Cape Town may be on the south-western tip of Africa, but it is home to people from all over the world’s second-most populous continent. [co-written with Lynnette Johns on July 12, 2014]

The doorway to the African Music Store says it all

Take a stroll through the heart of Cape Town, the old CBD, and you will hear a range of languages, including Swahili, Amharic, French, Portuguese and Arabic.

The Mother City has become Little Africa, from curio shops and stalls selling food, to clothing and appliance stores.

No one knows for sure how many people from the rest of the continent now call Cape Town home. Some came to Cape Town to escape war, famine and poverty; others came for the adventure, and to experience life in another country. …

[written June 5, 2015]

Corvus the Crow, by Kevin Merritt. The artist was inspired by one of the SKA scientists’ favourite constellations. All images by Stuart Buchanan (with kind permission from the National Gallery)

South Africa will soon be home to one-half of the world’s largest radio telescope, the Square Kilometre Array (SKA). The other half will be hosted in Australia, and together this project will probe deeper into the night sky than ever before in an attempt to answer some of the fundamental questions about the universe, and the origins of life. These are questions we have been asking since the dawn of humankind, and the Shared Sky exhibit celebrates this sense of wonder through traditional art.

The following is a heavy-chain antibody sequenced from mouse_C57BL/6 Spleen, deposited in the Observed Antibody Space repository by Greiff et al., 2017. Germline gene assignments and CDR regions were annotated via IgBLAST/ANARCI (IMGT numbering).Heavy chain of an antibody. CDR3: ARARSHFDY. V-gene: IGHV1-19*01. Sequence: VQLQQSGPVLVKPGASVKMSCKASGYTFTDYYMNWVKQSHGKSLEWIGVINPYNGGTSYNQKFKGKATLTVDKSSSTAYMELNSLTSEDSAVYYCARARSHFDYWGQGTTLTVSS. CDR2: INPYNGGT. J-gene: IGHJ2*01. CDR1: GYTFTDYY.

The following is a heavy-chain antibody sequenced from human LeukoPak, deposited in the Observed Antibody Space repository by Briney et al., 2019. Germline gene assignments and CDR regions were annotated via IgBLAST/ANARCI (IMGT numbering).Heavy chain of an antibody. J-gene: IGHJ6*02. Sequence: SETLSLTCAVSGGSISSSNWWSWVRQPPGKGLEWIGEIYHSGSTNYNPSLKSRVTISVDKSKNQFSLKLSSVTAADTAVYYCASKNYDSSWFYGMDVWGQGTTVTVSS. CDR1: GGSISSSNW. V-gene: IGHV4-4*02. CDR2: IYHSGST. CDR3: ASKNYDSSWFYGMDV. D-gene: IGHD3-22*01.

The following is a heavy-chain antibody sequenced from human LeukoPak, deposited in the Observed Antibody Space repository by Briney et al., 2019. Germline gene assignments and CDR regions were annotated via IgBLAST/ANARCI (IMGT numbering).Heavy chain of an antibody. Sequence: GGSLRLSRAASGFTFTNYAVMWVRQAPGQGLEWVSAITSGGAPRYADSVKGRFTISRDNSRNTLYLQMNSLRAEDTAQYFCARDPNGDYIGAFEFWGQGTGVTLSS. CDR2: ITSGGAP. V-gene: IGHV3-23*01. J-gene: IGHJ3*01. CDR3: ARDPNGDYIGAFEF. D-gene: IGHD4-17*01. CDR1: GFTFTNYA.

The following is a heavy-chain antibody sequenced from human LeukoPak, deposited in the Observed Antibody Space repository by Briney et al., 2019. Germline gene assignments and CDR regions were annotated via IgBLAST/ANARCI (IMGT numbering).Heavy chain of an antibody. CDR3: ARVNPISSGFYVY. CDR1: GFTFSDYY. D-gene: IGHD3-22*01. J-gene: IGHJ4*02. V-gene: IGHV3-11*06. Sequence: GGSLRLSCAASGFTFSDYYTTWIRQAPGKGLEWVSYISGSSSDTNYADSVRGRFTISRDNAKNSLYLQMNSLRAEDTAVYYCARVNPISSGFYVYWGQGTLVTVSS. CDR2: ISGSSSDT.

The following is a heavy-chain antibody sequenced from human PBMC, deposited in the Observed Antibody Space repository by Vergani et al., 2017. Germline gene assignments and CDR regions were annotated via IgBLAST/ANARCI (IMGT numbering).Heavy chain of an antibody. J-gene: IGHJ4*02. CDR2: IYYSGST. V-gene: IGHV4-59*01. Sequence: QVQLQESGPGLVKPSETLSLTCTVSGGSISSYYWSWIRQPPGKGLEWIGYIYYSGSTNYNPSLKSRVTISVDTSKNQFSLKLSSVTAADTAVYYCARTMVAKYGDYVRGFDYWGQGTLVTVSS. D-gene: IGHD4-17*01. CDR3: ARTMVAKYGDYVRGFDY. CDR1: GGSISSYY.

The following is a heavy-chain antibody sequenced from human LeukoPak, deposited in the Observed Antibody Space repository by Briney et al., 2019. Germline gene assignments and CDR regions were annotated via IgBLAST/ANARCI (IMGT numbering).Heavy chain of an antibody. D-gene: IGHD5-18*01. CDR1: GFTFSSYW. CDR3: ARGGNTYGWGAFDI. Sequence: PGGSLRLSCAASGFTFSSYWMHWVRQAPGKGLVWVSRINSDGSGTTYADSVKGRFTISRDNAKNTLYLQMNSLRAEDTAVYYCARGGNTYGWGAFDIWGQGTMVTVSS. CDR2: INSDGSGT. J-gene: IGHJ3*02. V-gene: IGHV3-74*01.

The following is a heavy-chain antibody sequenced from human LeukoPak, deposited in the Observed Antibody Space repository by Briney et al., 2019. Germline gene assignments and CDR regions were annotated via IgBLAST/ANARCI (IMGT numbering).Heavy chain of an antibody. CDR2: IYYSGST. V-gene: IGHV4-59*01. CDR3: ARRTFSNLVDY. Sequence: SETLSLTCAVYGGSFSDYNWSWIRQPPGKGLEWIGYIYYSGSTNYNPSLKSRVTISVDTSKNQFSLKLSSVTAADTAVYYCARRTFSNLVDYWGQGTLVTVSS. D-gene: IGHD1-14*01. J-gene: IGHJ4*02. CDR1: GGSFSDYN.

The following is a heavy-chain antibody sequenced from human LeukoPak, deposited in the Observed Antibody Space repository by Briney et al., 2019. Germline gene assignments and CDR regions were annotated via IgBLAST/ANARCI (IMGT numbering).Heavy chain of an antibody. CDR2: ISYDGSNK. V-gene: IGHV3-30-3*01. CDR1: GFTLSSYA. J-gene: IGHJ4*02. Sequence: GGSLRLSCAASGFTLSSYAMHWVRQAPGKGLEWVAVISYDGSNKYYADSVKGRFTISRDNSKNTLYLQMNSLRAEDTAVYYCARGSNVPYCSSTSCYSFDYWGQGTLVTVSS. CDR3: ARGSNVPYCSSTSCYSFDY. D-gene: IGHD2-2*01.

[written July 30, 2013]

These days, many tourists consider themselves responsible travellers, and care about the impact they have on the places they visit.

People want to know about the effect that their holiday activities have on the environment, or on the nearby human or animal population. Sure, you may have it on your bucket list to come face-to-face with a lion, for example, but if one was taken from the wild and caged so that your dream could come true, at what cost to the natural world would your experience come?

At the same time, there is no better way to get people…

On 8 September 2016, NASA embarked on its first asteroid-sampling mission, OSIRIS-REx, with a successful launch from Cape Canaveral in Florida.

1. What is this mission all about?

OSIRIS-REx stands for the Origins, Spectral Interpretation, Resource Identification, Security, Regolith Explorer (regolith is dust and soil covering solid rock). It’s a spacecraft designed to head into space and make contact with an asteroid called 101955 Bennu, collect a sample from it, and return it to Earth.

Visit the mission’s incredible, interactive website for an illustrated, step-by-step explanation.

2. An asteroid? What’s that? Is it the same as a comet?

A comet is typically made up of ice and dust, whereas asteroids are made of rocks and minerals.

3. Where is the asteroid and how long will it take to get there?

Bennu’s orbit is between Earth and Mars, and OSIRIS-REx will spend two years getting there, with a planned arrival of October 2018.

4. What do we hope to learn from this mission?


Stuart Buchanan